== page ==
Hail damage occurs in many U.S. regions and is most common during summer months, which might strike you as strange (no pun intended). The reasons why hail is common in the summer and why it looks the way it does is interesting:
- In the summer, there is a lot more energy in the atmosphere, which means clouds get bigger and denser.
- Within the largest clouds, cumulonimbus, strong updrafts lift water droplets high into the colder parts of the cloud where they freeze.
- Those ice balls fall and then rise again – each time adding a new layer of ice. Eventually, they get too heavy for the updrafts to support and they fall to the ground.
- Sometimes there are so many small ice balls falling and rising within a cloud that they collide and stick together.
- When you see lumpy, misshapen hail, it’s because many smaller ice balls stuck together. Also, if you cut into a hailstone, you will see the rings indicating how many times that ice ball fell and rose within the cloud.
- Hailstones can measure between 0.2 and 6 inches. The largest ones can fall as fast as 100 mph and cause significant damage.
The National Oceanic and Atmospheric Administration, NOAA, estimates that 97% of hail is ≤ 2 inches in diameter. They report that 10 states make up 54% of the hail that’s larger than 2 inches, and have published the map shown here:
Damage to property includes siding and roofing, but because hail is so variable, it has not been possible to predict a product’s hail resistance. GAF, rates the ice-ball impact resistance of single-ply systems using an ice-ball launcher that we developed.
The ice balls are fired at a simulated roof deck, which normally consists of a membrane, cover board, if used, and 2-inch polyiso, all above a ½-inch plywood board. Two shots are made onto the same point and then the deck is evaluated.
After we conducted this test, we found some very clear initial conclusions:
- Direct hits above a fastener always punctured the membrane. This was the case for both membrane and insulation fasteners.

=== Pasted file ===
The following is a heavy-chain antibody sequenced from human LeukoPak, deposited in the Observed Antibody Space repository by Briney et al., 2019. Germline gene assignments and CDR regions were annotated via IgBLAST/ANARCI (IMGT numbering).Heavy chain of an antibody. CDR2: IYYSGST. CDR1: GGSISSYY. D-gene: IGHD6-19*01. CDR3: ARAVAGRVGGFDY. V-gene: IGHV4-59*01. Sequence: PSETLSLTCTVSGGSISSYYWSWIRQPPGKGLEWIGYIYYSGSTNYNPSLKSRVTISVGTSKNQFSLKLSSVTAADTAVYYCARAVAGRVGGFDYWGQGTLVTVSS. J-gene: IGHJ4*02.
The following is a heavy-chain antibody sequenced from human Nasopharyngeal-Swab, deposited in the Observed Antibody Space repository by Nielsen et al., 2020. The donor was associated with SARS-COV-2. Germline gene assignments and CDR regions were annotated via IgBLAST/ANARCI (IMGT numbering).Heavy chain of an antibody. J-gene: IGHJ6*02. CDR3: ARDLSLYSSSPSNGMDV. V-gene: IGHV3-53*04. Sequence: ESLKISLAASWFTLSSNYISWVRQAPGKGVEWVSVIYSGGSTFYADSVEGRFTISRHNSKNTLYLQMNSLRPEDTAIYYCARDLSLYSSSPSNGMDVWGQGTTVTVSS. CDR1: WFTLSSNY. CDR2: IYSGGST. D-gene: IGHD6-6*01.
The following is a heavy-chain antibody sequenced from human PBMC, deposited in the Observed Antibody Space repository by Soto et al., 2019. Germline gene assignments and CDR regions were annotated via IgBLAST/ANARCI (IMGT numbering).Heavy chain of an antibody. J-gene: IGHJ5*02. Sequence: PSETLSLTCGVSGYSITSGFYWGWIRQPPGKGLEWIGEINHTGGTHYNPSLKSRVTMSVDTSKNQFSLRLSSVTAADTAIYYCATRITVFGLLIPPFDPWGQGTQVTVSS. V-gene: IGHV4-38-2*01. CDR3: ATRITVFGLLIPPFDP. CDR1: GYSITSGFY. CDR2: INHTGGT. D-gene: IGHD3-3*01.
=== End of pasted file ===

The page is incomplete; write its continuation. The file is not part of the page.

- Hits on the field of the membrane, over regular polyiso insulation resulted in dimpling of the sheet. However, the membrane wasn’t punctured.
The dimpling of the membrane above polyiso had us wondering about damage to the membrane substrate after ice-ball impact. After two impacts on the field of TPO, here’s what happened to the layer underneath:
- Polyiso without Cover Board — the polyiso paper facer split and the foam was crushed to a depth of about ½-inch.
- Gypsum Board — the core of the board was reduced to powder. The facer on the underside of the board cracked.
- HD Polyiso — the core of the board showed some cracking and facer delamination.
So, we moved on to perhaps the best question – can a system be constructed to avoid suffering from ice-ball impact damage? After looking at combinations of coverboard, adhesives, and fleece back versus smooth membrane, we made the following general observations:
- Membrane thickness: Data for the fully-adhered systems support the argument that a thicker membrane is better.
- Fleece backing: The presence of fleece noticeably helped reduce damage to the cover boards. In addition, heavier-weight fleece gave the most protection to any cover board.
- Adhesive type: No differences were seen between water and solvent-based adhesives. However, low-rise foam appeared to absorb impact energies sufficiently so much that the cover board cores were not damaged.
- Cover board type: It was apparent the gypsum cover board sustained significant damage to the board after impact. The HD polyiso board showed damage in certain cases, but not all. In particular, the heavier fleece, thicker membrane, or the use of low-rise foam, singly or in combination, gave no damage to the HD board core.
At the end of the study, it appeared the following systems minimized ice-ball impact damage:
- 60 mil fleece back membrane and 2-part foam adhesive over adhered polyiso cover board.
- 80 mil fleece back membrane with any adhesive type over adhered polyiso cover board.
So, back to the opening description of actual hail, it’s clear that predicting hail resistance isn’t yet possible. However, this study can act as a guide for ranking the various membranes and systems.
Article Via GAF ProBlog | Source